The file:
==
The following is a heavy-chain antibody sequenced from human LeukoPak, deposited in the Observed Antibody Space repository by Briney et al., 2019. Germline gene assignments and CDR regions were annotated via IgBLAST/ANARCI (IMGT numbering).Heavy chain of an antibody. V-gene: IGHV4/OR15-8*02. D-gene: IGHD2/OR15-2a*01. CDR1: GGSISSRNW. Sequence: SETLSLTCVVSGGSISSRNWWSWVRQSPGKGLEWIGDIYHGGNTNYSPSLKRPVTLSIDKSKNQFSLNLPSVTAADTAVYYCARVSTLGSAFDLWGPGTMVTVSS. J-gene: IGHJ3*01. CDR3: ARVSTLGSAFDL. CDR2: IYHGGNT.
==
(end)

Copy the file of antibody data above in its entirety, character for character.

The following is a heavy-chain antibody sequenced from human LeukoPak, deposited in the Observed Antibody Space repository by Briney et al., 2019. Germline gene assignments and CDR regions were annotated via IgBLAST/ANARCI (IMGT numbering).Heavy chain of an antibody. V-gene: IGHV4/OR15-8*02. D-gene: IGHD2/OR15-2a*01. CDR1: GGSISSRNW. Sequence: SETLSLTCVVSGGSISSRNWWSWVRQSPGKGLEWIGDIYHGGNTNYSPSLKRPVTLSIDKSKNQFSLNLPSVTAADTAVYYCARVSTLGSAFDLWGPGTMVTVSS. J-gene: IGHJ3*01. CDR3: ARVSTLGSAFDL. CDR2: IYHGGNT.